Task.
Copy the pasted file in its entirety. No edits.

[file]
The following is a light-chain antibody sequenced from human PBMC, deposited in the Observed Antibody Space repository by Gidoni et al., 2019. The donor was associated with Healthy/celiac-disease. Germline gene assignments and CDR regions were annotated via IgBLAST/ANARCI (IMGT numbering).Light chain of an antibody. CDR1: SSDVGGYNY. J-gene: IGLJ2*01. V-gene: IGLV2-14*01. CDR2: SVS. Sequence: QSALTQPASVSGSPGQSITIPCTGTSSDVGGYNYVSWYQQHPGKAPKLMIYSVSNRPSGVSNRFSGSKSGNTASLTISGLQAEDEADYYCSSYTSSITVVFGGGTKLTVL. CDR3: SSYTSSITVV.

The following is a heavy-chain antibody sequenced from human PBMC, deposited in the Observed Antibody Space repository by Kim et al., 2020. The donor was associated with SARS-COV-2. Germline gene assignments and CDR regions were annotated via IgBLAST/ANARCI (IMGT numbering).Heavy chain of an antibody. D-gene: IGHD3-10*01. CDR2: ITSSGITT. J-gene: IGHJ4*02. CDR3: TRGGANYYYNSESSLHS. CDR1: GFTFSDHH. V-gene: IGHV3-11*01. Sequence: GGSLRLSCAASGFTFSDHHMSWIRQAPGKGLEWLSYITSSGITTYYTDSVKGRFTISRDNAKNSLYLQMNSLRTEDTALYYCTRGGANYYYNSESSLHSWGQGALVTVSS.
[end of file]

The following is a light-chain antibody sequenced from human PBMC, deposited in the Observed Antibody Space repository by Gidoni et al., 2019. The donor was associated with Healthy/celiac-disease. Germline gene assignments and CDR regions were annotated via IgBLAST/ANARCI (IMGT numbering).Light chain of an antibody. CDR1: SSDVGGYNY. J-gene: IGLJ2*01. V-gene: IGLV2-14*01. CDR2: SVS. Sequence: QSALTQPASVSGSPGQSITIPCTGTSSDVGGYNYVSWYQQHPGKAPKLMIYSVSNRPSGVSNRFSGSKSGNTASLTISGLQAEDEADYYCSSYTSSITVVFGGGTKLTVL. CDR3: SSYTSSITVV.

The following is a heavy-chain antibody sequenced from human PBMC, deposited in the Observed Antibody Space repository by Kim et al., 2020. The donor was associated with SARS-COV-2. Germline gene assignments and CDR regions were annotated via IgBLAST/ANARCI (IMGT numbering).Heavy chain of an antibody. D-gene: IGHD3-10*01. CDR2: ITSSGITT. J-gene: IGHJ4*02. CDR3: TRGGANYYYNSESSLHS. CDR1: GFTFSDHH. V-gene: IGHV3-11*01. Sequence: GGSLRLSCAASGFTFSDHHMSWIRQAPGKGLEWLSYITSSGITTYYTDSVKGRFTISRDNAKNSLYLQMNSLRTEDTALYYCTRGGANYYYNSESSLHSWGQGALVTVSS.